The Witches by Roald Dahl:
I paused before I began reading The Witches to the Bachsters recently and told them that we are very fortunate: here we had a Roald Dahl book that we've never read before. Since there are a finite number of them, getting to experience one for the first time is a real treat.
I loved Roald Dahl books when I was a kid (my favorite was Charlie and the Chocolate Factory) and I'm so pleased that the Bachsters love his books, and that we can share the experience of reading them together.
I'd never read The Witches before. I can imagine how much fun Mr. Dahl had while writing it, with all the "v" for "w" vords that the Grand High Witch speaks, and her rolling r's (which I just couldn't do justice). This book just begs to be read aloud.
In the story, a little boy and his Grandmamma, who knows all about witches, happen upon the biggest gathering of witches in all of England. The little boy (we never learn his name) finds out about their mission to turn all the children of England into mice and he and his grandmother make a plan to give the vitches a taste of their own medicine.
We all loved this book, but a few of the pictures of the Grand High Witch were too scary for the Bachsters, which I think made it a little more fun for them.
Esio Trot by Roald Dahl:
In this novella, Mr. Hoppy, a shy, elderly man, lives in the same apartment complex as Mrs. Silver, just one floor above hers. Mr. Hoppy desperately wants to strike up conversation with Mrs. Silver, but he just can't bring himself to do it. One day, he gets an idea that will make him appear to be a hero Mrs. Silver: he will share with her the secret for helping her tortoise, Alfie, grow. This secret of his involves reciting a poem backwards on her part, and amassing tortoises of all sizes from all of the city's pet shops, on his part.
This story is a nice departure from Roald Dahl's usual style: there are no mean grown ups, no one gets what they have coming to them. It's really a simple, sweet story of longing for someone and the lengths that we will go to get them.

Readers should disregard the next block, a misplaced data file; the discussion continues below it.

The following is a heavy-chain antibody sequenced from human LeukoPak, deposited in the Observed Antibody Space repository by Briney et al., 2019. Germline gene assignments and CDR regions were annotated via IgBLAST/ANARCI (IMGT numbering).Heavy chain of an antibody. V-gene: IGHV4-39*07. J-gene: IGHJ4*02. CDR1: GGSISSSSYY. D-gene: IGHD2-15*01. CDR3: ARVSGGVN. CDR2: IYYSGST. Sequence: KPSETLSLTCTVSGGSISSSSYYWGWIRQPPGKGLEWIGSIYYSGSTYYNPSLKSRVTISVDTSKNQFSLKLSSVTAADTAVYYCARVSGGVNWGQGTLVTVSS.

I couldn't help but be reminded of the Cynthia Rylant series about Mr. Putter and Tabby, and their neighbors Mrs. Teaberry and Zeke. Their relationship is simply a friendship, but it's still about an elderly pair and their pets.
Very Fond of Food: A Year in Recipes by Sophie Dahl:
In fairness, this one is an honorable mention because I've only scratched the surface of this lovely cookbook, and I have yet to try any of the recipes. But I was intrigued to check out this book: this is Sophie Dahl, Roald Dahl's granddaughter. He named the character Sophie (in The BFG - one of our favorites) after her.
There are tons of great recipes in this book, organized by season. Ms. Dahl gives a little intro to each chapter and recipe, which I've really enjoyed. I liked her story about her grandmother's chicken recipe - when she called her on the phone to ask her what was in it, her grandmother replied, I don't know baby. Chicken! Little stories like this dot the pages, making this a fun book to read, let alone a collection of recipes. And I really love the photography throughout: many of the recipes (not all) have a photo to accompany it & the look is casual British. And there are some photos of the author throughout as well, and she seems like a very sweet person.
I can't help but wonder if the shared love the Bachsters and I have for Roald Dahl stories will one day morph into a shared love for Sophie Dahl's recipes. Instead of reading bedtime stories together, maybe one day we'll be cooking up some scrumptious meal in the kitchen together (like the rice pudding cake - yum). Regardless, we have a lot to thank the talented Dahl family for.